Being only six when her grandmother died, Nicolette remembers only a little about her, but does remember that she was ‘quite strict’ about her manners. ‘One thing sticks in my memory. I was sitting in the dining room, the middle room with the inglenook fireplace, and she was in the chair opposite. For some reason I stuck my tongue out at her and she called for my mother to come and tick me off because I’d been unladylike!’
Peter worked for insurance companies throughout his career but also inherited his mother’s artistic streak. ‘He loved working with wood,’ says his daughter. ‘He hand-made a corner unit in the small sitting room and the carved wooden surround in my parents’ bedroom.
‘He was a skilled carpenter, artist and musician, who for many years was a big-band drummer, with his own band. He had his own radio show in Iceland, which is where he was stationed in the Second World War, and he later played at the London Palladium.’
Although the date 1560 appears on the front of the cottage, Nicolette thinks that the date relates to an earlier building. ‘An early map of the area shows another property on this spot in 1560. Heritage experts believe it is more likely the present one was built in the late 1500s or early 1600s. It’s definitely Elizabethan,’ she says.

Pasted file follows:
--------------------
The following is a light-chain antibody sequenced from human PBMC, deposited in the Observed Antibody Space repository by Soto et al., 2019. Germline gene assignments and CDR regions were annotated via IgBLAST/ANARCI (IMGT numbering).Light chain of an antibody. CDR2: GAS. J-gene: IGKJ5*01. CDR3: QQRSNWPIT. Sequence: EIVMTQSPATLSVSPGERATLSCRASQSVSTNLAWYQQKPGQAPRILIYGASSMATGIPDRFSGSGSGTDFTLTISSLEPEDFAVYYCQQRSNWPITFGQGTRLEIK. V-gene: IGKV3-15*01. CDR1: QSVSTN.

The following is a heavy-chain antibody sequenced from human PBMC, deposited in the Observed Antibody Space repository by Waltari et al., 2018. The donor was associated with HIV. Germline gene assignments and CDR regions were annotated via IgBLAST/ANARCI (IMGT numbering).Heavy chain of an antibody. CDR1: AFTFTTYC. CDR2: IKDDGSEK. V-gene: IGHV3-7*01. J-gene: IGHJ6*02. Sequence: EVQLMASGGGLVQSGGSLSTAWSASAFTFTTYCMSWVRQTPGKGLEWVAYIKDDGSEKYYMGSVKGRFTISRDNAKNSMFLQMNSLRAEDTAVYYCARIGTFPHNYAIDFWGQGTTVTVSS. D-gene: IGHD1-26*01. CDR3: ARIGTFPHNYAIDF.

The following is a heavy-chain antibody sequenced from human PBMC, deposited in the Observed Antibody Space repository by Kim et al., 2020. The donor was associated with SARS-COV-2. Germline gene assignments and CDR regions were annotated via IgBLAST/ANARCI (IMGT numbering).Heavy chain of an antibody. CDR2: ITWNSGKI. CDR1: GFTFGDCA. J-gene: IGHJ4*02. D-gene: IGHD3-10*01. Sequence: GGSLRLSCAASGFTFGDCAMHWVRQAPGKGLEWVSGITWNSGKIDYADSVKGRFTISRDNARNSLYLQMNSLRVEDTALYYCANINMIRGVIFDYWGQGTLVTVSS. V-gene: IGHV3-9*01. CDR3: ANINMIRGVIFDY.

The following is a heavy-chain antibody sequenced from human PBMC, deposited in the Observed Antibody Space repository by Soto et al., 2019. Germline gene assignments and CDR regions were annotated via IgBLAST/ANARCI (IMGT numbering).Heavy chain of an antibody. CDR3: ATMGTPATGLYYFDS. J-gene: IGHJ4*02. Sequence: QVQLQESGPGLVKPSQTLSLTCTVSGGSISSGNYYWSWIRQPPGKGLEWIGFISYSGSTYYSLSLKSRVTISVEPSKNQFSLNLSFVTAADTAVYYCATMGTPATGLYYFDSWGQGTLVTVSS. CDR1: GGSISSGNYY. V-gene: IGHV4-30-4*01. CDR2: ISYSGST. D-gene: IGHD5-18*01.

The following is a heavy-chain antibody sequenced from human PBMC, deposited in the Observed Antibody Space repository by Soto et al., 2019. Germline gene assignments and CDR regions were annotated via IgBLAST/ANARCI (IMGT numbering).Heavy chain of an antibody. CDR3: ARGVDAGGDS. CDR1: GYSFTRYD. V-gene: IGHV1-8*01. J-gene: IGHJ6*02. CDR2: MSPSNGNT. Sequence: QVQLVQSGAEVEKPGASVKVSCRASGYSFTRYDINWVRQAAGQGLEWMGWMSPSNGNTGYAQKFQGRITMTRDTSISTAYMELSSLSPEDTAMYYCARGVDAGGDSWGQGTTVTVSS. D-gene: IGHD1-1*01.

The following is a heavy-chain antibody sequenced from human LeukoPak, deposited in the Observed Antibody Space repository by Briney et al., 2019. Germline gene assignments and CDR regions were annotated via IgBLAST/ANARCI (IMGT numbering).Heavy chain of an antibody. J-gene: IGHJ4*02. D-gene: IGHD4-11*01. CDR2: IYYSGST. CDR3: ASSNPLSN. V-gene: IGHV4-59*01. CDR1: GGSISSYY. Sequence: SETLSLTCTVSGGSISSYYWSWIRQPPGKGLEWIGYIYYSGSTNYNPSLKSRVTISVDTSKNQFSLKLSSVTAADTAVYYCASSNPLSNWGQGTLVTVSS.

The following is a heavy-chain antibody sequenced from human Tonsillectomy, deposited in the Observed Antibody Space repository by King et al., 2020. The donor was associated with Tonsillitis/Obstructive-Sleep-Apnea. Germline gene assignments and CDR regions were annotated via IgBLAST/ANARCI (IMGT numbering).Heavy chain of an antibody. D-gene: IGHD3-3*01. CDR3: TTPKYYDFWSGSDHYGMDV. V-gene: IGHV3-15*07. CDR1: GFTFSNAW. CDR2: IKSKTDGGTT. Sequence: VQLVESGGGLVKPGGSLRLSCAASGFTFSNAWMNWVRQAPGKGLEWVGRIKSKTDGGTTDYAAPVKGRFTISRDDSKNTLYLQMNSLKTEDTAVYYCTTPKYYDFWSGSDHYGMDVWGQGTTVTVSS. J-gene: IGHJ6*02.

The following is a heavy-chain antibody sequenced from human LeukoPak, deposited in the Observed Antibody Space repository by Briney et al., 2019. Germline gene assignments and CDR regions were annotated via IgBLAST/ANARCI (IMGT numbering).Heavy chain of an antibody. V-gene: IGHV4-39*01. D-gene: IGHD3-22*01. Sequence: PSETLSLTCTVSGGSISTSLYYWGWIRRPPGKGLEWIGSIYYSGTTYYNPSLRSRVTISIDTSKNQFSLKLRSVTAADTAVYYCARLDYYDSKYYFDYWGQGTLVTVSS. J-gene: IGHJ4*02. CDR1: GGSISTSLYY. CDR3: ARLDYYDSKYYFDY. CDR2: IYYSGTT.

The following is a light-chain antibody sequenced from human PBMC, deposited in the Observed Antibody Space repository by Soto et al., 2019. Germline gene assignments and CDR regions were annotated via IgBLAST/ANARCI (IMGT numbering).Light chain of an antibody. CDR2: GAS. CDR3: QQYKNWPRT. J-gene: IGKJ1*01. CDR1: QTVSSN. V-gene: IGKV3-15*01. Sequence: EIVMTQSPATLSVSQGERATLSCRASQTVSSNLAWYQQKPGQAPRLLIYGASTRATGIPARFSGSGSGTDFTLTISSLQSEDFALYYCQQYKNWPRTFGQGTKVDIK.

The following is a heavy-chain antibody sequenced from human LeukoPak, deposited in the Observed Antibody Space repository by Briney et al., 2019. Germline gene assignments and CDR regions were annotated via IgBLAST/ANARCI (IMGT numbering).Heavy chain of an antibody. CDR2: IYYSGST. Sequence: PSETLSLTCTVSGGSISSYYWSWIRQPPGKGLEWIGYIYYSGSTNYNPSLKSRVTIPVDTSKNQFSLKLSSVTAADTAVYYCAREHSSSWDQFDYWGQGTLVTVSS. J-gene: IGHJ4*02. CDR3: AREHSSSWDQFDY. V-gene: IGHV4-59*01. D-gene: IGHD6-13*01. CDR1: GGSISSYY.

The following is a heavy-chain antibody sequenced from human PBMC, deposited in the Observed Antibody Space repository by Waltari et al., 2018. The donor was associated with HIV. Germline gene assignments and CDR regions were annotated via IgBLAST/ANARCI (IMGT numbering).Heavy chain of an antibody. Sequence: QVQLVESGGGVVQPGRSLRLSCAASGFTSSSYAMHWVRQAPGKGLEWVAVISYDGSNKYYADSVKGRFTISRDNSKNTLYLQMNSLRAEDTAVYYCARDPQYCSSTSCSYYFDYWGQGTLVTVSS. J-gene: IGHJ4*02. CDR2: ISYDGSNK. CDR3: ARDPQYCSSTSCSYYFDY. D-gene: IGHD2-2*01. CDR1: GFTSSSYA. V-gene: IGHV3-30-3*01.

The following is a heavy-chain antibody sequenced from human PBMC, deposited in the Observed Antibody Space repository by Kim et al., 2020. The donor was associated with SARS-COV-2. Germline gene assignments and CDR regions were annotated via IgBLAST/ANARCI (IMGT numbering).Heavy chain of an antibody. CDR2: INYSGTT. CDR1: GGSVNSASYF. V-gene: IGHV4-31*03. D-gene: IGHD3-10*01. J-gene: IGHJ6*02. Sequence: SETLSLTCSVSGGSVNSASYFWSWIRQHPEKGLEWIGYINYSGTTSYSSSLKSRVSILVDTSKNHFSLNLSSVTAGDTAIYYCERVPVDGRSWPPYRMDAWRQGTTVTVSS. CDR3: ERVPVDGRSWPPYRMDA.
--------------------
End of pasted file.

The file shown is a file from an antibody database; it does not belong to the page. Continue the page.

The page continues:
These days, the house stands in grounds of just over a third of an acre. It has two reception rooms, three bedrooms, the kitchen has a pantry, there’s a first-floor bathroom, rear lobby with cloakroom, wonderful beams, a glorious inglenook fireplace, leaded casement windows and lovely old ceilings of a good height. In a word, the cottage is a gem.
There’s also Rosetta Collins’ timber-framed barn where she established her successful business and fostered the art of spinning and weaving for future generations. It was a valuable contribution to the Arts and Crafts movement in the Bushey area.
The outbuilding has obvious potential. It has a vaulted ceiling and a mezzanine floor with storage area above. Planners at Hillingdon Council have agreed that the barn has scope to be converted into a self-contained unit.
Nicolette’s mother still owns the property but has decided to sell. Three generations of the Collins family have lived here since 1922 but now that will be coming to an end. Nicolette herself is happily settled in Northwood.
‘I have no need for another house,’ says the granddaughter of the woman who carved out a new life for herself in middle age, when most women of her background in the 1920s were content to keep house and raise a family for the rest of their days.
‘But it will be the most wonderful home for whoever decides that they would like to live in a beautiful property which is totally unique.’
The cottage and barn are for sale through Savills in Northwood with a guide price of £995,000 or £595,000 for the cottage and £395,000 for the barn.